Noisy pets a nuisance
Noisy animals are causing headaches for some Auckland residents.
And with daylight savings starting on September 24, the number of noise complaints Auckland Council receives is likely to increase as roosters start crowing in the small hours.
The council regularly receives noise complaints relating to dogs, chickens, roosters, and even, on occasion, parakeets and peacocks.
In the year to June the council’s animal management team received 8300 complaints about dogs barking.
Between October and August, it received 230 poultry-related complaints, 87 of which came from central Auckland.
Auckland Council bylaws and compliance manager Max Wilde said it received rooster complaints year-round.
‘‘Some will crow at pretty much anything – a dog barking, a car door slamming, even a security light coming on,’’ Wilde said.
‘‘But once the clocks change, roosters start crowing from 4am and people get grumpy,’’ Wilde said.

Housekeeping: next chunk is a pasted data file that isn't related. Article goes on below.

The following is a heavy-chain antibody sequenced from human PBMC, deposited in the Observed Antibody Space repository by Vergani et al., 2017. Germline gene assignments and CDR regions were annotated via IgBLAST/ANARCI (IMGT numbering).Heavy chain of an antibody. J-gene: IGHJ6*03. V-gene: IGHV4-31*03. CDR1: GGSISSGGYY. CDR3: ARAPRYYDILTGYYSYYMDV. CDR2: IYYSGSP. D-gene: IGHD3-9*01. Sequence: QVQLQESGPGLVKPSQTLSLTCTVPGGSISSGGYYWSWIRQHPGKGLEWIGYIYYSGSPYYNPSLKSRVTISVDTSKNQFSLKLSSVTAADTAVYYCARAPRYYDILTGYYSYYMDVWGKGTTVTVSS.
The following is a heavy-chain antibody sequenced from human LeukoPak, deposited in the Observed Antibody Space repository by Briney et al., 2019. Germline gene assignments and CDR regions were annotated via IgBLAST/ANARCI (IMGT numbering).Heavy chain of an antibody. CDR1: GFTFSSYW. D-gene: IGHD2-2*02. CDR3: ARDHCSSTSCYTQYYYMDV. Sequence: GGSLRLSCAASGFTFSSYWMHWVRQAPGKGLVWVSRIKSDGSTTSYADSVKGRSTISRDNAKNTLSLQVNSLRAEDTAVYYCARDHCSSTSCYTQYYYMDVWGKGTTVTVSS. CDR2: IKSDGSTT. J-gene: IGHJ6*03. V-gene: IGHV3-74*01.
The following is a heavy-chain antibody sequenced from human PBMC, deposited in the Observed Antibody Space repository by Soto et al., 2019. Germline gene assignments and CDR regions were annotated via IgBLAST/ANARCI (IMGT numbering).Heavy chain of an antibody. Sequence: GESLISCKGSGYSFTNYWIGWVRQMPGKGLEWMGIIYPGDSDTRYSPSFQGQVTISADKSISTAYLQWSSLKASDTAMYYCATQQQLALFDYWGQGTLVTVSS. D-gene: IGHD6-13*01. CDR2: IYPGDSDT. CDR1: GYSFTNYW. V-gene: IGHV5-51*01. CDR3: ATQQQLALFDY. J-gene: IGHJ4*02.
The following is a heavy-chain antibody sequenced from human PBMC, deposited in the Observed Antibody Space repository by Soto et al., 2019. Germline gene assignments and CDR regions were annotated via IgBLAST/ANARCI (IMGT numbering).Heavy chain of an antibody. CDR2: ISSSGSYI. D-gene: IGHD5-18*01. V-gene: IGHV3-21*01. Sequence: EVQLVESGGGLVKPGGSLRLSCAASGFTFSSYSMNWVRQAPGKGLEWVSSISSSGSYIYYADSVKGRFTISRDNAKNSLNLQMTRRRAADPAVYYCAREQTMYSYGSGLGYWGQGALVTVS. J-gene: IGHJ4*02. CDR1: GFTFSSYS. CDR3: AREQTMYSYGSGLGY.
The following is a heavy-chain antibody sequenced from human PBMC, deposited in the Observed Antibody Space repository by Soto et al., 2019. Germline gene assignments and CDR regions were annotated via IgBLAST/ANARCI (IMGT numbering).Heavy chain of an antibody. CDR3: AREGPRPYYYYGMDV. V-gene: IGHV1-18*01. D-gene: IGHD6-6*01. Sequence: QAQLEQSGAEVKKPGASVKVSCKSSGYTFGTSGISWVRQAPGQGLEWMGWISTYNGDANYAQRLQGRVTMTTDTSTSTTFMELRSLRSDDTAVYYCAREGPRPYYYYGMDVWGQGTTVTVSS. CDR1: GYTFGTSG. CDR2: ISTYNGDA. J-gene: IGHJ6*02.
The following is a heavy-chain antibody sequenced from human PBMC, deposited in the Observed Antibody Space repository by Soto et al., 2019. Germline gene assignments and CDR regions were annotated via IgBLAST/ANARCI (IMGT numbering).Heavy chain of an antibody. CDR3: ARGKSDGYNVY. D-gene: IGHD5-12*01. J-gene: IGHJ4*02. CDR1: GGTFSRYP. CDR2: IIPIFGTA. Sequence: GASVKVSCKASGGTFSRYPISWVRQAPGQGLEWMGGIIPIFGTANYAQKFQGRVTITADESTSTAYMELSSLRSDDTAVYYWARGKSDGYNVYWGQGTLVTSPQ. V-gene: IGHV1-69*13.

Sandringham resident Raewyne Crewe and her partner have seven chickens.
Although Crewe had received one noise complaint about her chickens in the past, most of her neighbours were accepting of them and liked receiving eggs, she said.
Of the noisy dog complaints, about 4000 were from central and east Auckland.
Auckland Council animal management manager Tracey Moore said 103,000 dogs were registered last year.
In 2015, council started trialling electronic collars on noisy dogs.
Electronic bark collars have been controversial as they modify a dog’s behaviour through vibrations, shocks and releasing a citronella spray.
‘‘Our monitoring shows that bark collars can be effective in reducing barking,’’ Moore said.
Council did not supply electronic bark collars but worked with owners to encourage their use when noise was an ongoing problem.
It was important for owners to understand why their dog was barking, and that there were other actions they could try first before using an electronic bark collar, she said.
Ellerslie resident David Foley said his dog used to bark so he bought an electronic collar.
‘‘He still barked for a day or two until he learnt the consequences of the collar which they have to go through,’’ Foley said.
‘‘Now when he has the collar on, he doesn’t bark.’’